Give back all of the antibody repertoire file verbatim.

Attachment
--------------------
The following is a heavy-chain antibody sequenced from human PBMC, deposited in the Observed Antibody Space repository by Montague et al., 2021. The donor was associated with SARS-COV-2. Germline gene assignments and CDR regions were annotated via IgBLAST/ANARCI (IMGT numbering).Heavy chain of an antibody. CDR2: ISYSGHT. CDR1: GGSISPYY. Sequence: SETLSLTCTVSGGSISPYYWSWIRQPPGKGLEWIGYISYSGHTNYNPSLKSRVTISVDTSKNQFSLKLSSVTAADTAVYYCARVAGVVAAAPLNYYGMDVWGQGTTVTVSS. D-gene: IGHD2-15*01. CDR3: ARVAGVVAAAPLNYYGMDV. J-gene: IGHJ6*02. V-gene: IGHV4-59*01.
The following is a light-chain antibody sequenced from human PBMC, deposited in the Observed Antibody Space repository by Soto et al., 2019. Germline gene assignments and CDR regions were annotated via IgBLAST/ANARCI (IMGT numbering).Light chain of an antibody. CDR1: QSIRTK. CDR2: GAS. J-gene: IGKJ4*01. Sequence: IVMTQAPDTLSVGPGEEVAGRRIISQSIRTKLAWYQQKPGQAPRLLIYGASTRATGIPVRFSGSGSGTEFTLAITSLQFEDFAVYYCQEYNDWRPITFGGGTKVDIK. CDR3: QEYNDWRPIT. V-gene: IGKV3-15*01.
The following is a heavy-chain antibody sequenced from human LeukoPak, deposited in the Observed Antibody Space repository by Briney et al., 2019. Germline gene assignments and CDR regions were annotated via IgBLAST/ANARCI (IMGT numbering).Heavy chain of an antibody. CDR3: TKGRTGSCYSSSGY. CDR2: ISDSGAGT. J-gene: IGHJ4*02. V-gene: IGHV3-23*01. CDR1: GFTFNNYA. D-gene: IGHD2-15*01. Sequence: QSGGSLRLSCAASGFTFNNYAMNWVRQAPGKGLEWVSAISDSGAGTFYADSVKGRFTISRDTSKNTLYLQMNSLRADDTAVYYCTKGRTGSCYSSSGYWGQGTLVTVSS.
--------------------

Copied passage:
The following is a heavy-chain antibody sequenced from human PBMC, deposited in the Observed Antibody Space repository by Montague et al., 2021. The donor was associated with SARS-COV-2. Germline gene assignments and CDR regions were annotated via IgBLAST/ANARCI (IMGT numbering).Heavy chain of an antibody. CDR2: ISYSGHT. CDR1: GGSISPYY. Sequence: SETLSLTCTVSGGSISPYYWSWIRQPPGKGLEWIGYISYSGHTNYNPSLKSRVTISVDTSKNQFSLKLSSVTAADTAVYYCARVAGVVAAAPLNYYGMDVWGQGTTVTVSS. D-gene: IGHD2-15*01. CDR3: ARVAGVVAAAPLNYYGMDV. J-gene: IGHJ6*02. V-gene: IGHV4-59*01.
The following is a light-chain antibody sequenced from human PBMC, deposited in the Observed Antibody Space repository by Soto et al., 2019. Germline gene assignments and CDR regions were annotated via IgBLAST/ANARCI (IMGT numbering).Light chain of an antibody. CDR1: QSIRTK. CDR2: GAS. J-gene: IGKJ4*01. Sequence: IVMTQAPDTLSVGPGEEVAGRRIISQSIRTKLAWYQQKPGQAPRLLIYGASTRATGIPVRFSGSGSGTEFTLAITSLQFEDFAVYYCQEYNDWRPITFGGGTKVDIK. CDR3: QEYNDWRPIT. V-gene: IGKV3-15*01.
The following is a heavy-chain antibody sequenced from human LeukoPak, deposited in the Observed Antibody Space repository by Briney et al., 2019. Germline gene assignments and CDR regions were annotated via IgBLAST/ANARCI (IMGT numbering).Heavy chain of an antibody. CDR3: TKGRTGSCYSSSGY. CDR2: ISDSGAGT. J-gene: IGHJ4*02. V-gene: IGHV3-23*01. CDR1: GFTFNNYA. D-gene: IGHD2-15*01. Sequence: QSGGSLRLSCAASGFTFNNYAMNWVRQAPGKGLEWVSAISDSGAGTFYADSVKGRFTISRDTSKNTLYLQMNSLRADDTAVYYCTKGRTGSCYSSSGYWGQGTLVTVSS.